Most APIs were written by C programmers, so most APIs are written specifically for the C language. Because of this, there are many APIs that are completely unusable by VBA, because VBA does not support some of the data types required by these APIs. Of those APIs that are accessible to VBA, most require consideration with regard to the data types used. Use a wrong data type and your computer will quickly let you know all about it.
The following sections describe the C data types often specified for API parameters, the VBA data types that should be used with them, the recommended calling conventions, and, where applicable, the technique that converts signed integer values from unsigned integer values and vice versa.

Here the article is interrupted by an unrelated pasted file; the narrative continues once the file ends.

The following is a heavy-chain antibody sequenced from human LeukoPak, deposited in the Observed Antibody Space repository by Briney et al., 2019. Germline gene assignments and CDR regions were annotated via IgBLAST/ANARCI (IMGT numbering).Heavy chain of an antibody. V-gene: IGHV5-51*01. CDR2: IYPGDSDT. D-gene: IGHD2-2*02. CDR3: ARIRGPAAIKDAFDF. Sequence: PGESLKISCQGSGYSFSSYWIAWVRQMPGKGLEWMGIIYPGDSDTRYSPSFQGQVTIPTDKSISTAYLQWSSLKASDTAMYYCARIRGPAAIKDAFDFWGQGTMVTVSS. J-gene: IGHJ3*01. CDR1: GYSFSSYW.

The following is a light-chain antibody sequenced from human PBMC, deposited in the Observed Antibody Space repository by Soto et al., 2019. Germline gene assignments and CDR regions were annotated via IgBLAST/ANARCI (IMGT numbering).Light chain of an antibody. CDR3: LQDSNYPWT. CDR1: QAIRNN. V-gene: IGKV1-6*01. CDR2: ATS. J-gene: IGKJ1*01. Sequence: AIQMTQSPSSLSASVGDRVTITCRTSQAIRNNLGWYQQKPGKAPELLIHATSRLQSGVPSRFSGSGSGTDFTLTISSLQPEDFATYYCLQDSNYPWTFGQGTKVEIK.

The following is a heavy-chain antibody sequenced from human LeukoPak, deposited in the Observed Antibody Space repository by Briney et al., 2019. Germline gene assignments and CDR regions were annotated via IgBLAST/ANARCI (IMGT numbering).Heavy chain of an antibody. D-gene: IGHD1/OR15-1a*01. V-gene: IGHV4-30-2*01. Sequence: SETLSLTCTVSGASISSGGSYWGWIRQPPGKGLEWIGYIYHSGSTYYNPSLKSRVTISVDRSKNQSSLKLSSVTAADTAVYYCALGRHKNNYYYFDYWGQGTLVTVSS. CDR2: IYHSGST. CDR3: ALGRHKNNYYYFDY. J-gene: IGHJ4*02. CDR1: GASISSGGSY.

The first thing to note at this point is that the C language uses something that is unknown to VBA: signed numbers. VBA only uses unsigned numbers. For example, Figure 13-6 shows an 8-bit byte. Notice that having a binary 1 in the most significant bit (the eighth bit) signifies that the number contained within the byte is a negative number. A 0 in the same position indicates that the number is positive.
Although the total number of values that a single byte can hold (employing both positive and negative number ranges) increases, the number of possible positive numbers decreases ...